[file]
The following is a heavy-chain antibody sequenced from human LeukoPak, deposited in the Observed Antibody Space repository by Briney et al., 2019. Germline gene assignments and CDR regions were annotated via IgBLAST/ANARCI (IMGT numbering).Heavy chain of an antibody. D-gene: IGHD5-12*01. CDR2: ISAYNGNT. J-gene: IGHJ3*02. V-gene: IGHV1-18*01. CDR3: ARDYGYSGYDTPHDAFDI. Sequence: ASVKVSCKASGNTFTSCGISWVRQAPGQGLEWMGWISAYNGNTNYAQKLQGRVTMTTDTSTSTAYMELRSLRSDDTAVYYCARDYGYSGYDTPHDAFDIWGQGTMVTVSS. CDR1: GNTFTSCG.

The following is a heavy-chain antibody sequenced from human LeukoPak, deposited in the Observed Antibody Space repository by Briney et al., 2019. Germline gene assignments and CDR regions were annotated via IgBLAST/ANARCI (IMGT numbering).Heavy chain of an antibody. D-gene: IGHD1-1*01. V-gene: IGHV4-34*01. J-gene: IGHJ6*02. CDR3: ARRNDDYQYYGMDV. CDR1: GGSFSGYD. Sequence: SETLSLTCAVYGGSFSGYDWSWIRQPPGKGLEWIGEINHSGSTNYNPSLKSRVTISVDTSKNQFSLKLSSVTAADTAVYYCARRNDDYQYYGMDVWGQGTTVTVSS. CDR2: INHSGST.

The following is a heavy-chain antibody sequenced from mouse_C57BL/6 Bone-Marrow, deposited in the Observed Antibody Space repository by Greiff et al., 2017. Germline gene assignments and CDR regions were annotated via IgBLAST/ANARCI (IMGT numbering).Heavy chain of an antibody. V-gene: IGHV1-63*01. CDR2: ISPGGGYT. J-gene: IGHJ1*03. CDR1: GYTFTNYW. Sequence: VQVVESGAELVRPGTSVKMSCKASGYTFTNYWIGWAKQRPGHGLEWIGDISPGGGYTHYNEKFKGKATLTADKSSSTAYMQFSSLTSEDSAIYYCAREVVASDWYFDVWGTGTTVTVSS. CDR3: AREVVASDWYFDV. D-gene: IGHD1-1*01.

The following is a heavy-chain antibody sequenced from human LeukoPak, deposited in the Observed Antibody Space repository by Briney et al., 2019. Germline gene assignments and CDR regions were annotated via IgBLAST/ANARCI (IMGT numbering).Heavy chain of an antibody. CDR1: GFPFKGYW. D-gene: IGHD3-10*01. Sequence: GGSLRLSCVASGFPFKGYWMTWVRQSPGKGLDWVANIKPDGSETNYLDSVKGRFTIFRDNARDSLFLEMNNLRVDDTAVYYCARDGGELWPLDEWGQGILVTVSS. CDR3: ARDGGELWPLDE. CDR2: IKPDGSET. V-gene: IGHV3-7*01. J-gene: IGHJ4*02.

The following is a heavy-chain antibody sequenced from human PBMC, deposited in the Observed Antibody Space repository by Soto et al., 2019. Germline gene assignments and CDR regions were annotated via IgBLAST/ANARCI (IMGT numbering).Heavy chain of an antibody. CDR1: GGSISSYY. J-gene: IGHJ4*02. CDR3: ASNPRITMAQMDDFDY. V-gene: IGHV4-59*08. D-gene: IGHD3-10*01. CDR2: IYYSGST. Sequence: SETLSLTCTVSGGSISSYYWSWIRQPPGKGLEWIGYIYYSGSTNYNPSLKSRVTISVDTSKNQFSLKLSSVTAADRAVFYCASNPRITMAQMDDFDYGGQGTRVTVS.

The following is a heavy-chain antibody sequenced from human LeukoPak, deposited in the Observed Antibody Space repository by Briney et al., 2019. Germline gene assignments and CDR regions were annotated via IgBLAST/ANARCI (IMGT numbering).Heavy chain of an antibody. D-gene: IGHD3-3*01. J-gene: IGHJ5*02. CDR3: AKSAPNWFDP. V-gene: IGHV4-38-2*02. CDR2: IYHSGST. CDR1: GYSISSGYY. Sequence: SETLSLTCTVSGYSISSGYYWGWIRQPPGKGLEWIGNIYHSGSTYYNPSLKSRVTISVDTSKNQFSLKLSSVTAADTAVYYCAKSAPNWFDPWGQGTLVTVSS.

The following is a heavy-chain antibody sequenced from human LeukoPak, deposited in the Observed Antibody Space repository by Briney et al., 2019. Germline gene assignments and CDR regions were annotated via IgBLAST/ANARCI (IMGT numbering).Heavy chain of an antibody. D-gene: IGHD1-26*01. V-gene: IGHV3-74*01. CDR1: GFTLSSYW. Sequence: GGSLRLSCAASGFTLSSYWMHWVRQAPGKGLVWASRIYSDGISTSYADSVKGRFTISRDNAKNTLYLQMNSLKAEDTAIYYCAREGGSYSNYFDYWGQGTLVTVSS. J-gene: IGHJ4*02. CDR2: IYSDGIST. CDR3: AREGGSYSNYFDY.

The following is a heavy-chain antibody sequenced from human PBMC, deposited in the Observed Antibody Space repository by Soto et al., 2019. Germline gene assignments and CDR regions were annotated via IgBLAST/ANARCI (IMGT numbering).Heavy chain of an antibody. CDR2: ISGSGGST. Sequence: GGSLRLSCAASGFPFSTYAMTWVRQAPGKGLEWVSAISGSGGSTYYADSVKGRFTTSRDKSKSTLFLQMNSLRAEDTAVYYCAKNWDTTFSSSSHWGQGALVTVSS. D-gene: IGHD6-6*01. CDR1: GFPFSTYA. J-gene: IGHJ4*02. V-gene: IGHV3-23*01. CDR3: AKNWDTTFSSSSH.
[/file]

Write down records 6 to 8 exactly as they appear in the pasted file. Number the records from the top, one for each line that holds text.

The following is a heavy-chain antibody sequenced from human LeukoPak, deposited in the Observed Antibody Space repository by Briney et al., 2019. Germline gene assignments and CDR regions were annotated via IgBLAST/ANARCI (IMGT numbering).Heavy chain of an antibody. D-gene: IGHD3-3*01. J-gene: IGHJ5*02. CDR3: AKSAPNWFDP. V-gene: IGHV4-38-2*02. CDR2: IYHSGST. CDR1: GYSISSGYY. Sequence: SETLSLTCTVSGYSISSGYYWGWIRQPPGKGLEWIGNIYHSGSTYYNPSLKSRVTISVDTSKNQFSLKLSSVTAADTAVYYCAKSAPNWFDPWGQGTLVTVSS.

The following is a heavy-chain antibody sequenced from human LeukoPak, deposited in the Observed Antibody Space repository by Briney et al., 2019. Germline gene assignments and CDR regions were annotated via IgBLAST/ANARCI (IMGT numbering).Heavy chain of an antibody. D-gene: IGHD1-26*01. V-gene: IGHV3-74*01. CDR1: GFTLSSYW. Sequence: GGSLRLSCAASGFTLSSYWMHWVRQAPGKGLVWASRIYSDGISTSYADSVKGRFTISRDNAKNTLYLQMNSLKAEDTAIYYCAREGGSYSNYFDYWGQGTLVTVSS. J-gene: IGHJ4*02. CDR2: IYSDGIST. CDR3: AREGGSYSNYFDY.

The following is a heavy-chain antibody sequenced from human PBMC, deposited in the Observed Antibody Space repository by Soto et al., 2019. Germline gene assignments and CDR regions were annotated via IgBLAST/ANARCI (IMGT numbering).Heavy chain of an antibody. CDR2: ISGSGGST. Sequence: GGSLRLSCAASGFPFSTYAMTWVRQAPGKGLEWVSAISGSGGSTYYADSVKGRFTTSRDKSKSTLFLQMNSLRAEDTAVYYCAKNWDTTFSSSSHWGQGALVTVSS. D-gene: IGHD6-6*01. CDR1: GFPFSTYA. J-gene: IGHJ4*02. V-gene: IGHV3-23*01. CDR3: AKNWDTTFSSSSH.